...a potent blend of Miss Manners and Batman

Thursday, August 30, 2007

Conditioning Parents

Sometimes children, even those in their 40s and 50s, need help with manners in movies or behavior in Bloomie's. And then there are occasions when the parents themselves need help. Here are a few sentences you can utter confidently to offending parents. You will have the full backing of Voice of Society Man.

1. "Sometimes the word no means I love you."
This particular tool is rather blunt and can be used both to disarm the lax parent and to confer a deeper message about the need to set limits for children. It's often the first statement that engages the parent's attention before a more specific message can be delivered. Another version of this statement is: "Discipline doesn't mean you don't love your child." On rare occasions, a more forceful weapon must be employed: "Just because Charlotte is the child you dreamed about having for 43 years but never thought you'd have after finding yourself 40 and single, doesn't mean she'll break if you tell her that she can't keep kicking the back of my seat."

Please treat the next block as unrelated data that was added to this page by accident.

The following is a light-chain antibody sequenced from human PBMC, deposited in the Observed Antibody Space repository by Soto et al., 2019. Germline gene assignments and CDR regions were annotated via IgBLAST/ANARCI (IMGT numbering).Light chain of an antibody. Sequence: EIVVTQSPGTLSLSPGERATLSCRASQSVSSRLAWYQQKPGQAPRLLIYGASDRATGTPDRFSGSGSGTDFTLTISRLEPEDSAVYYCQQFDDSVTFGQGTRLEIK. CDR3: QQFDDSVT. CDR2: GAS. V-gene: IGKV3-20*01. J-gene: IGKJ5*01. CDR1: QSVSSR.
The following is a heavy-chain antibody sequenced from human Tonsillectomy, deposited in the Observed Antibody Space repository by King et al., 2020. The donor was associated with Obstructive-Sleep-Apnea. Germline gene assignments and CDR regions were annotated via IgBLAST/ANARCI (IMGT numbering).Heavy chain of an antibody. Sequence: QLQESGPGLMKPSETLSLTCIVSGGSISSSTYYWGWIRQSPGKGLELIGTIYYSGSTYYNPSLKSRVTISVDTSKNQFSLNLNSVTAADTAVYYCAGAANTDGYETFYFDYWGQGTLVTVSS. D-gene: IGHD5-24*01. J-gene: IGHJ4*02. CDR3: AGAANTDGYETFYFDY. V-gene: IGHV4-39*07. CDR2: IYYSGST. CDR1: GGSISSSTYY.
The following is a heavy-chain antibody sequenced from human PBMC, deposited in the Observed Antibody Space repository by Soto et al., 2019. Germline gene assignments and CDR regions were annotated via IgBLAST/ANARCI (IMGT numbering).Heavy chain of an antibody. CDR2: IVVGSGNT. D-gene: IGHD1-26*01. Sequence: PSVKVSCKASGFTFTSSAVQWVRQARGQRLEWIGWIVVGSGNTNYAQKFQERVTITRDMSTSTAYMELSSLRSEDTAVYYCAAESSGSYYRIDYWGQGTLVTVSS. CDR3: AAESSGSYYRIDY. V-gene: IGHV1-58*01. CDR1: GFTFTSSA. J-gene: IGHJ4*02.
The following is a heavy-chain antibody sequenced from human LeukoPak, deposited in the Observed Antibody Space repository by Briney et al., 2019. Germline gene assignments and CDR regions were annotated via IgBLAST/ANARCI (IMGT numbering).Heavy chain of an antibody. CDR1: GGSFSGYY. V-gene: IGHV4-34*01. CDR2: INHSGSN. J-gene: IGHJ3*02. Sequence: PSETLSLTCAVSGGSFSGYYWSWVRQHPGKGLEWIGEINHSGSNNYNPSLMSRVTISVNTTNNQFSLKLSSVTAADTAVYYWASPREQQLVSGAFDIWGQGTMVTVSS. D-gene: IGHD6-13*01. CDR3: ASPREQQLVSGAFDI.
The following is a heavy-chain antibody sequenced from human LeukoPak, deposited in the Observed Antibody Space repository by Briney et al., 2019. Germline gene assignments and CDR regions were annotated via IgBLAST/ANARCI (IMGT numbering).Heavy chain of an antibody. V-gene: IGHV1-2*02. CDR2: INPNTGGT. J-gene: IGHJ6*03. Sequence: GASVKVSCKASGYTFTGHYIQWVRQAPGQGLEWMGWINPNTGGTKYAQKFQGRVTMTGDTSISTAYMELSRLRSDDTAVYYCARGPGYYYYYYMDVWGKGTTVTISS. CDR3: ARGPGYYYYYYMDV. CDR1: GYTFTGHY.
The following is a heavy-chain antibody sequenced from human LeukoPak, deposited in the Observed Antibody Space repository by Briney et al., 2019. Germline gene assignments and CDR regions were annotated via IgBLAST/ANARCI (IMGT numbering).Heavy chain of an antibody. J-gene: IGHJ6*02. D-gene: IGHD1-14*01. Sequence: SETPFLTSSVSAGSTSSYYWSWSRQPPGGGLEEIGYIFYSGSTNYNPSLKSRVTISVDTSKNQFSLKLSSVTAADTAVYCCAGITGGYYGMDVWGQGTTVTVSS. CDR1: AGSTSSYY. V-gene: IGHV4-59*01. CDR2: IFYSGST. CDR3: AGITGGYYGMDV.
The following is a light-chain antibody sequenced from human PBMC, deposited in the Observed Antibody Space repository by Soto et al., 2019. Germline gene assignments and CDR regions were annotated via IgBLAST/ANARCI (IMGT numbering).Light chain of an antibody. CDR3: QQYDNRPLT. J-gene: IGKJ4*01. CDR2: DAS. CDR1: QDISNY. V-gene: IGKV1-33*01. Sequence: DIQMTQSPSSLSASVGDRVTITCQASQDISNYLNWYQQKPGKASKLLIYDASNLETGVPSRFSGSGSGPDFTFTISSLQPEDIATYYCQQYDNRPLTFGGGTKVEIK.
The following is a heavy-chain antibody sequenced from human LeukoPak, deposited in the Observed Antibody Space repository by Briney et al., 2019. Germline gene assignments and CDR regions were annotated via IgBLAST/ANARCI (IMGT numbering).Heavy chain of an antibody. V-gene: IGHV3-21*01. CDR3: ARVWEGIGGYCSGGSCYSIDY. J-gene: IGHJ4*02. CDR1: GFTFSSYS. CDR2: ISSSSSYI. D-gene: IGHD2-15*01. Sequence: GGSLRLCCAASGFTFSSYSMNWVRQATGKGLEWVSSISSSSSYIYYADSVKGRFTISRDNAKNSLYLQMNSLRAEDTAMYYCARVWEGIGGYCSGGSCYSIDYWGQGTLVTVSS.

2. "Whining is not appropriate in a child of her age."
This is another opening foray that may be used in a variety of sitautions such as candy stores, amusement parks, and dentist offices. Again, there are stronger versions of this tool: "The famous psychologist BF Skinner showed that intermittent reinforcement of behavior, positive or negative, brought about an increase in that behavior. Your kid won't quit his whining till you quit giving in to it."

3. "That child is too big for a stroller."
This tool is particularly effective in delivering its payload. In just a few words, it addresses obesity, the need for proper exercise, and parent laziness. A variant: "Is that a stroller or a luggage cart with a kid on it?"

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My pesky alter ego who will set you right if you break one of the unwritten rules of getting along